Last week I was on a train that got stuck outside of Bristol by the floods for several hours, we moved up and down the tracks and stopped before moving up and down the tracks again. Eventually we returned to Taunton and were dumped at the station. Outside the promised coaches were absent, it was bucketing down rain and no one from the rail company in charge. When coaches did arrive in dribs and drabs 300+ people ran as if fleeing a doomed city. No thoughts given to parents with babes in arms, to elderly passengers struggling with heavy cases. I bet you that we were all good people, who pay our taxes...

In Walk on the Wild Side, Nelson Algren asks "why lost people sometimes develop into greater human beings than those who have never been lost in their whole lives. Why men who have suffered at the hands of other men are the natural believers in humanity, while those whose part has been simply to acquire, to take all and give nothing, are the most contemptuous of mankind."

The book was written at the on set of the cold war in the 1950's but is set in the Deep south of the early 1930's. Algren himself went into popular and critical decline soon after in part due to the abuses of McCarthyism and in part to his own hard drinking, gambling and drug taking.

The story starts with Dove a Southern trailer trash illiterate 16 year old in the Mexican-Texas border. His grandfather is traveling preacher...described by Dove as the type that makes you want to throw your Bible away. He is barefoot, and in country yokel jeans.
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Format: Paperback
Nelson Algren's novel relates the adventures of Dove Linkhorn, an illiterate young man who leaves poverty and a failed love affair behind him to wander the countryside. He has many adventures along the way until he settles for a time in New Orleans, where he will experience happiness and great tragedy.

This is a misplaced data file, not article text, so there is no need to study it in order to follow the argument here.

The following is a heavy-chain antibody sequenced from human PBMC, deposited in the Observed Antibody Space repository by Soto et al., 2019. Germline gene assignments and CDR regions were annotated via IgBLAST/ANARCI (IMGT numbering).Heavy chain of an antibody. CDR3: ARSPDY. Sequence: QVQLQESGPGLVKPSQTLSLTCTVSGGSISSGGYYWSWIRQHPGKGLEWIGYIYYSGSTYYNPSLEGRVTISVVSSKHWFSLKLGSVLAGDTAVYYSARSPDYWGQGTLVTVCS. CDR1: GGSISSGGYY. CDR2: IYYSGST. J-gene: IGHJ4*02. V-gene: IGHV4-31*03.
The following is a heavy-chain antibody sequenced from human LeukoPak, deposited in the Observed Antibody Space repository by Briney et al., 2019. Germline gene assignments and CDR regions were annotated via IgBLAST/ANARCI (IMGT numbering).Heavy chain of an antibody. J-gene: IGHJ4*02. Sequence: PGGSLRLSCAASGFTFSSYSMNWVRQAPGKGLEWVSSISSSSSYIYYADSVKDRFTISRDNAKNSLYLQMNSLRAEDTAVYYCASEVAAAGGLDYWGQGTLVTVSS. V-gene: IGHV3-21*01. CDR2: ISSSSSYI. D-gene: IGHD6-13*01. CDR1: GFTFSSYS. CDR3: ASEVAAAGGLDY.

Linkhorn is an appealing character, whose desire to better himself makes him easy to sympathize with. The real star of this novel, however, is Algren's prose. Hemingway himself felt that Algren was one of the best writers in America, although their styles couldn't be more different. In contrast to Hemingway's stark, deceptively simple prose, Algren's is full of flourishes and wordplay. I have never encountered a writer that was more adept at breaking my heart and making me laugh out loud on the same page--sometimes in the same paragraph. There are verbal fireworks going off in this book. His characters are extreme types living on the fringe of society, but Algren makes them come alive. Highly recommended.
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Format: Paperback
This book is about people who have nothing to lose, so they can afford to take chances.
It's funny, sad and provocative. Yes, I know that some parts have been lifted from "Neon Wilderness" but it works for me.
My advice to anyone who's read the book but not seen the movie that's "supposedly" based on this book: DON'T.
You will be disappointed. The story is not the same. It's so different from Algren's book that Algren himself didn't even attend the premiere.
If you haven't read this book and are a fan of stories about marganalized people, then by all means, read it.
It shows the "downtrodden" as complex and real people.
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Country boy Dove Linkhorn, son of Fitz ( hell-fire preacher and cesspool cleaner ),defiler of women, smarter than he looks bum, leaves Texas for New Orleans where he fits right in for a while, with the depression-era cripples, prostitutes, pimps, flimflam artists,and prison-life.
Much of this book is a re-run of Somebody in Boots and Never Come Morning, with modifications. Unlike those books, the prose style is Algren at his most polished. Even so he overdoes it on many occasions where a simple statement would have sufficed. But redeems himself by pretty much avoiding the annoying switch in viewpoint within multiple character scenes that mar his other, otherwise excellent work.
Nelson Algren didn't write all that many books in his long career, a state of affairs that could be condensed into two titles: A Walk on the Wild Side and The Man with the Golden Arm.